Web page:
While federal and state mental health parity laws have seemingly made access to mental health services easier for individuals, a new study released in the April issue of Psychiatric Services, the journal of the American Psychiatric Association, says that many of those surveyed were not aware of their extended benefits.
Researchers studied the results of Timothy’s Law, New York’s state mental health parity law, by conducting telephone interviews with 54 employed individuals who had private insurance. Of the 54 respondents, 32 were adults diagnosed with mental illness and 22 were parents of children diagnosed with mental illness.
Most of those surveyed had been informed of their insurance coverage benefits before the state parity law went into effect in 2007, but were not aware of the extended coverage as a result of the law. Individuals also reported that their health plan provided unclear or incomplete information about their benefits, they had more difficulty obtaining information on mental health benefits than on medical/surgical benefits, and they felt their insurance companies were managing their mental health care benefits more aggressively than their medical/surgical benefits.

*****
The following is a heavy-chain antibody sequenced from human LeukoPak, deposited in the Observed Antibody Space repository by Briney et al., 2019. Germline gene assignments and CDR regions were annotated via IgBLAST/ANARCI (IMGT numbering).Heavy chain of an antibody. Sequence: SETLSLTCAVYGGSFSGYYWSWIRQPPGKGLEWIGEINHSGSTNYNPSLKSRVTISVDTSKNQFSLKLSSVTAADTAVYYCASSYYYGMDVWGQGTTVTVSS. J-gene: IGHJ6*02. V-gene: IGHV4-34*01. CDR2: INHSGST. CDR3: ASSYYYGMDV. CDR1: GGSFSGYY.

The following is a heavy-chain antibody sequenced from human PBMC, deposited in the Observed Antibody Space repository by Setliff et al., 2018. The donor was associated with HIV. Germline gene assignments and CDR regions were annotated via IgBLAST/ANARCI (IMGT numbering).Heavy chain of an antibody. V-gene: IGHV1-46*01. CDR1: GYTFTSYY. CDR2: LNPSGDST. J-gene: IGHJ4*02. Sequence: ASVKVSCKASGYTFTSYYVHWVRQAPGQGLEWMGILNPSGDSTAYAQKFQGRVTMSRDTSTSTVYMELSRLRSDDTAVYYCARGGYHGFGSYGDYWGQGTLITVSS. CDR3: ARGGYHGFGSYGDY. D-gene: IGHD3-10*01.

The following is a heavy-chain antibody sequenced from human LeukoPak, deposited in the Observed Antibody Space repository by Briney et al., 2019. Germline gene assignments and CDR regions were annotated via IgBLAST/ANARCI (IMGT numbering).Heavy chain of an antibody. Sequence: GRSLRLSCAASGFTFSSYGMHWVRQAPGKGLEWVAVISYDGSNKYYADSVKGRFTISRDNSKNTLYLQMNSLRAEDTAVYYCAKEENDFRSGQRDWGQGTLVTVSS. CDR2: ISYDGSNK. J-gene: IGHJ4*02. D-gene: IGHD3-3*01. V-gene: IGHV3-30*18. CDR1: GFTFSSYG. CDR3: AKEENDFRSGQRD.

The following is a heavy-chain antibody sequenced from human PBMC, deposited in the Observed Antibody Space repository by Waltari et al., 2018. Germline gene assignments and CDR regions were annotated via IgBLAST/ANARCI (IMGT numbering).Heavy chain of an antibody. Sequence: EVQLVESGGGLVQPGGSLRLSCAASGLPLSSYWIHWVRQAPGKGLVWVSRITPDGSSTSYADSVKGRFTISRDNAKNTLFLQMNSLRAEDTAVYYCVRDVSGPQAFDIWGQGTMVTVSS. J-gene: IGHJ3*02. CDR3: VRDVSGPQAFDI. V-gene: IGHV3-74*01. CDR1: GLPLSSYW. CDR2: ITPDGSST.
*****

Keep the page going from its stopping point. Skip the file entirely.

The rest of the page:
Those surveyed also reported difficulty finding a high-quality mental health care provider in their network as well as problems with health plan provider lists, such as outdated provider lists and long waits for appointments.
Forty-nine states have passed mental health parity legislation. What can be done in other states to educate individuals on their mental health benefits? What do you know about your state’s benefits?
To read more about this study, click here.